BY MICHELLE MERLIN
---- — TRAVERSE CITY — A new bill would allow state microbrewery operators to think a little more macro.
State legislators recently passed a package of bills that loosens regulations on state brewers.
Under the new laws, microbrewers would be allowed to double their production, and small microbrewers would be allowed to distribute without using a third party.
“It’s great progress for the industry in the state of Michigan,” said Leif Kolt, events and marketing coordinator at Right Brain Brewery in Traverse City. “In the future, that’s going to help us out as we continue to grow.”
Microbreweries can now brew 60,000 barrels a year, compared to a previous 30,000-barrel limit. Microbreweries can operate and sell beer at multiple locations. Regular breweries are limited to selling beer to the public at one brewing facility.
Antrim County-based Short’s Brewing Company expects to exceed 30,000 barrels this year for the first time. Scott Newman-Bale, a partner at Short’s and treasurer of the Michigan Brewers Guild, pushed for the changes for two years.
“The reason caps were there in the first place is we’re a new industry,” Newman-Bale said. “It’s kind of easing us in to make sure we don’t do anything we regret later. I think we’re rapidly getting to the point where they’re irrelevant.”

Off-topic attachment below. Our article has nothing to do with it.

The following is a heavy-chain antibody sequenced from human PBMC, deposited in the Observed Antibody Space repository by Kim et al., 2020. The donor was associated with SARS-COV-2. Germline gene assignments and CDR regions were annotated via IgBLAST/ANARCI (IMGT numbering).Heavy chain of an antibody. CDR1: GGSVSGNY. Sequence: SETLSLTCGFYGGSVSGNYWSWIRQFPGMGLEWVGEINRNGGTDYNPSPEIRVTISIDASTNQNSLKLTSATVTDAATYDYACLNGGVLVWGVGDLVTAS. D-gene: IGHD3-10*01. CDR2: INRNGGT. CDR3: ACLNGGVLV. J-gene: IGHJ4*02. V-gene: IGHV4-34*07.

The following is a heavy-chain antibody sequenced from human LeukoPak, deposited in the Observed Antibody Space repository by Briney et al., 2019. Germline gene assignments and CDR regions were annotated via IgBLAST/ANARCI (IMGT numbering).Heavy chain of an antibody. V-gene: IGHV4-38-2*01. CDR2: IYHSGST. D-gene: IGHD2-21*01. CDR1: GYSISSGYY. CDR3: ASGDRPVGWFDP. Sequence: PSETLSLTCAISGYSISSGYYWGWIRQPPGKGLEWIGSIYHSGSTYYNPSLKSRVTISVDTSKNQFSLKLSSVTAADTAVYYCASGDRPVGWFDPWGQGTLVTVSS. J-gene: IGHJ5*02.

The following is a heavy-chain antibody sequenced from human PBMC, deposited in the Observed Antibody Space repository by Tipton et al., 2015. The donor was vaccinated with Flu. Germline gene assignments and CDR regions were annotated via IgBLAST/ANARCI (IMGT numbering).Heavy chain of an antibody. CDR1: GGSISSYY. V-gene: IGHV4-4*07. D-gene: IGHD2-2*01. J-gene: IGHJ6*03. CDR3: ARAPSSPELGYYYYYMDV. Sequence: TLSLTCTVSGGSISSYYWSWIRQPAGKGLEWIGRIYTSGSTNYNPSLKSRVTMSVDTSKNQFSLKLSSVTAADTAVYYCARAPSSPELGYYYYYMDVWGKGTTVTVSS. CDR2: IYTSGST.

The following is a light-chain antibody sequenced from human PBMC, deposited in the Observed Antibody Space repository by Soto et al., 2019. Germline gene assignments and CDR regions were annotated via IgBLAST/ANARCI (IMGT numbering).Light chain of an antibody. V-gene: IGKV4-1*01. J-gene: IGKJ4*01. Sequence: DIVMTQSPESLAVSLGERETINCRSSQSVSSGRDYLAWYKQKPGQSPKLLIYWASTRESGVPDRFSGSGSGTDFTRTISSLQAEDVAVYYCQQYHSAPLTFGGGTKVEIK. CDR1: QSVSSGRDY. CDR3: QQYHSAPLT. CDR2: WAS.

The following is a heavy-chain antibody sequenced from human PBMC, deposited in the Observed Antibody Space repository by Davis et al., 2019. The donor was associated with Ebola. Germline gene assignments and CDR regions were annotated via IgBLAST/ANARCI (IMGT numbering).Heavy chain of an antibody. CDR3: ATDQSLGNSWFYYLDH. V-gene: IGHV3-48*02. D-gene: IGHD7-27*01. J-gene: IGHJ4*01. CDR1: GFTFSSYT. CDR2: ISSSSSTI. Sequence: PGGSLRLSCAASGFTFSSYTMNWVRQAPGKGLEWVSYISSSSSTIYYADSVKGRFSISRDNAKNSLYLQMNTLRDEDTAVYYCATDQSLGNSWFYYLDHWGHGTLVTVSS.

New Traverse City brewers could benefit from one of the bills, which would allow those brewing fewer than 1,000 barrels to distribute their own product, instead of using a third-party distributor. Those brewing more than 1,000 barrels would have to pay another party to distribute their beer, a requirement that slices into their profit margin or boosts consumer prices.
Pete Kirkwood, owner of Traverse City-based The Workshop Brewing Company, said he has mixed emotions about the bill, which would allow him to self-distribute for the first time.
“It’s a plus for me,” Kirkwood said. “My focus is selling my product to my neighbors and community.”
At the same time, Kirkwood, who doesn’t intend to widely distribute his beer and therefore doesn’t need a distributor, finds the 1,000-barrel cutoff limiting.
“The volume limitation at that moment of making 1,001 barrels has the effect of raising price to the consumer with no offsetting benefit,” Kirkwood said.
Mike Dwyer, the head brewer at Mackinaw Brewing Company in Traverse City, hopes the bills will help the burgeoning local beer business.
“There’s a real beer community happening in Traverse City, and we’re just for people being able to have things done so they can do their job more easily, brew beer, and bring people to Traverse City,” Dwyer said.